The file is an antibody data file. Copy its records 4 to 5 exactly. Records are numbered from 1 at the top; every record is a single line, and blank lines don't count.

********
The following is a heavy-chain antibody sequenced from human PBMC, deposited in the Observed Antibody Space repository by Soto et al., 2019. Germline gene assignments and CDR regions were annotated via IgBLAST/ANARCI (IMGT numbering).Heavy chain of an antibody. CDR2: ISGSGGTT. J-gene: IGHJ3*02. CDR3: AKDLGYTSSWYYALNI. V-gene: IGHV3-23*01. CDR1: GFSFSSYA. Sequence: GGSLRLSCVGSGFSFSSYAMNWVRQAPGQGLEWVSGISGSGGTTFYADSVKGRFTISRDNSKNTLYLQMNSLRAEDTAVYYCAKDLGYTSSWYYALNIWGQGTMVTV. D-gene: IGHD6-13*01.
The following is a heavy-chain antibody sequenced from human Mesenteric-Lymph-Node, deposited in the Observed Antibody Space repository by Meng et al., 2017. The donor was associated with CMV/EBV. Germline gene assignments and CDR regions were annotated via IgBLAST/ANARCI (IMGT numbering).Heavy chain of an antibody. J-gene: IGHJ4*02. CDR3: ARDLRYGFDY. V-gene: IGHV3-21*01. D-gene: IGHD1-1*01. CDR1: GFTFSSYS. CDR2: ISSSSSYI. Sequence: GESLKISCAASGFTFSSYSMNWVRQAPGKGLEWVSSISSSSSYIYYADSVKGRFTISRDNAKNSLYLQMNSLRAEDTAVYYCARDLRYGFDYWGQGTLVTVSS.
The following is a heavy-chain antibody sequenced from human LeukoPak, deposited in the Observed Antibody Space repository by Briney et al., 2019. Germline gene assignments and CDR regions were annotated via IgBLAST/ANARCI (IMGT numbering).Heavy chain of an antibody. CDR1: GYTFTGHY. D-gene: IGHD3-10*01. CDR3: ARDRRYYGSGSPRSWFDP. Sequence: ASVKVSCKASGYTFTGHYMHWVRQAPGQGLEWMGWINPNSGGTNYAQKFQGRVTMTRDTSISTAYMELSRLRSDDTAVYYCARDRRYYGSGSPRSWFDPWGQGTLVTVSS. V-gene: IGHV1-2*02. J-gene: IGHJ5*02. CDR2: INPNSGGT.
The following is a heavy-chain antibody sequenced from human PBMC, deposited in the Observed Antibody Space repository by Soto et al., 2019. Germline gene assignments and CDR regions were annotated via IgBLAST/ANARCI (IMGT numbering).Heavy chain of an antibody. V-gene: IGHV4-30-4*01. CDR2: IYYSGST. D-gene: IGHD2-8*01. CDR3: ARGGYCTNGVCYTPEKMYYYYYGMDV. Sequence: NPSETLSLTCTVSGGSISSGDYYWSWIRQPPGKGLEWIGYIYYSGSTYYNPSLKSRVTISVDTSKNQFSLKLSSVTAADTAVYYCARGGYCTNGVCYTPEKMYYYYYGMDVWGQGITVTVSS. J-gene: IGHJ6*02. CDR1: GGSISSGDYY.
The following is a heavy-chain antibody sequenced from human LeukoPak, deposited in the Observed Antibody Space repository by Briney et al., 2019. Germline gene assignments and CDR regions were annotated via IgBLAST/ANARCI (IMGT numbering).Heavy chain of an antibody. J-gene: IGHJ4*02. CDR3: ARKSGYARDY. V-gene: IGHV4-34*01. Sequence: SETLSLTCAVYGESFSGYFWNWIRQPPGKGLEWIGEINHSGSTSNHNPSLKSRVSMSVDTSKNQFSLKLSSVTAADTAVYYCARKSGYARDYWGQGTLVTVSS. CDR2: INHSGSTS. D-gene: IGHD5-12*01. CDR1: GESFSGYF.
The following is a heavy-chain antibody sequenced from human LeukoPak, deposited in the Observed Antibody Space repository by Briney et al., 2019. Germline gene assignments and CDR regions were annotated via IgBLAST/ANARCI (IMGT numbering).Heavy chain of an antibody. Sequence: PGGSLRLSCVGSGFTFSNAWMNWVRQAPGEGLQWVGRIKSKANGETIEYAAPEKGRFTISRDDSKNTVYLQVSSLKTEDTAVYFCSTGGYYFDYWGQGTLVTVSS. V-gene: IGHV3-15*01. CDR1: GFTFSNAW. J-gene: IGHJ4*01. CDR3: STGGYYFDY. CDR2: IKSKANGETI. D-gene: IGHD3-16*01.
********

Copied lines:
The following is a heavy-chain antibody sequenced from human PBMC, deposited in the Observed Antibody Space repository by Soto et al., 2019. Germline gene assignments and CDR regions were annotated via IgBLAST/ANARCI (IMGT numbering).Heavy chain of an antibody. V-gene: IGHV4-30-4*01. CDR2: IYYSGST. D-gene: IGHD2-8*01. CDR3: ARGGYCTNGVCYTPEKMYYYYYGMDV. Sequence: NPSETLSLTCTVSGGSISSGDYYWSWIRQPPGKGLEWIGYIYYSGSTYYNPSLKSRVTISVDTSKNQFSLKLSSVTAADTAVYYCARGGYCTNGVCYTPEKMYYYYYGMDVWGQGITVTVSS. J-gene: IGHJ6*02. CDR1: GGSISSGDYY.
The following is a heavy-chain antibody sequenced from human LeukoPak, deposited in the Observed Antibody Space repository by Briney et al., 2019. Germline gene assignments and CDR regions were annotated via IgBLAST/ANARCI (IMGT numbering).Heavy chain of an antibody. J-gene: IGHJ4*02. CDR3: ARKSGYARDY. V-gene: IGHV4-34*01. Sequence: SETLSLTCAVYGESFSGYFWNWIRQPPGKGLEWIGEINHSGSTSNHNPSLKSRVSMSVDTSKNQFSLKLSSVTAADTAVYYCARKSGYARDYWGQGTLVTVSS. CDR2: INHSGSTS. D-gene: IGHD5-12*01. CDR1: GESFSGYF.